Still a pretty good chance he emerges as one of the best catchers in baseball. Let's not write his obit. just yet. Though, obviously if you watch him recently he doesn't look like an impact bat... the tools are still there and no one should be shocked in the slightest if he turns it around.
leites
9/28
"Wieters was regarded as the best position player in last year's draft and possibly the best college catcher in recent memory, combining good defense, a high average, and good power. The Orioles got him with the fifth overall pick because the top four teams were scared away by his bonus demands and his agent, Scott Boras." - BP 2008
irablum
9/28
I appreciate your candor on the whole issue.

most places would gloss over issues like you had to deal with at the beginning of the year. you guys have overcome it. I'm still a bit burned over the extremely low BABIP listed for Oakland pitchers in their Depth charts.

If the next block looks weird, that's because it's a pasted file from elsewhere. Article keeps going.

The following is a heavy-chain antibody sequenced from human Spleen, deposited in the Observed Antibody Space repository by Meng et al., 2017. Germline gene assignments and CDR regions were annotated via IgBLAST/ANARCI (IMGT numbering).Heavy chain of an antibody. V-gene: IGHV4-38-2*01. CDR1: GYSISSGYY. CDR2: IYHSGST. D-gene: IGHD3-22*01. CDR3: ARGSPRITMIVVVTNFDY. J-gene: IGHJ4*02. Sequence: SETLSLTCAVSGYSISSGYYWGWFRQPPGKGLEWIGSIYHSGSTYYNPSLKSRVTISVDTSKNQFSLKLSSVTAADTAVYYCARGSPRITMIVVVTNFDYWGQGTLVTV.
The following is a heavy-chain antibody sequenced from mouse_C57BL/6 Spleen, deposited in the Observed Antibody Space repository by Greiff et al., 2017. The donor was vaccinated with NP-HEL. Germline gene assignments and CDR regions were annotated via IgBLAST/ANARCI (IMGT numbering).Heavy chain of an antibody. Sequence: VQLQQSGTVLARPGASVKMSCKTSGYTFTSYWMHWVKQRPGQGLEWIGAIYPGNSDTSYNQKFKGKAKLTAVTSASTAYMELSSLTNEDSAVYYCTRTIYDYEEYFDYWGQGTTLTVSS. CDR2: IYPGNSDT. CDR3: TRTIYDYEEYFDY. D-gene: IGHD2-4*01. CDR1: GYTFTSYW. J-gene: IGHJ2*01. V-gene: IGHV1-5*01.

I never could get a straight answer as to what ended up causing it....
Oleoay
9/28
How good is PECOTA (compared to the other systems) at projecting the components of OPS and the Rotisserie categories?
nickojohnson
9/29
+1 I would guess that a large amount of subscribers want PECOTA for fantasy purposes, and base things off of the projections the PFM spits out. Accurate runs and RBI projections aren't so meaningful for "real baseball," but them's the stuff fantasy championships are built upon.
nosybrian
9/29
Nate wrote 6 years ago that PECOTA didn't seem to "get" Ichiro. I hope you've figured out why. Here's the article: http://www.baseballprospectus.com/article.php?articleid=3497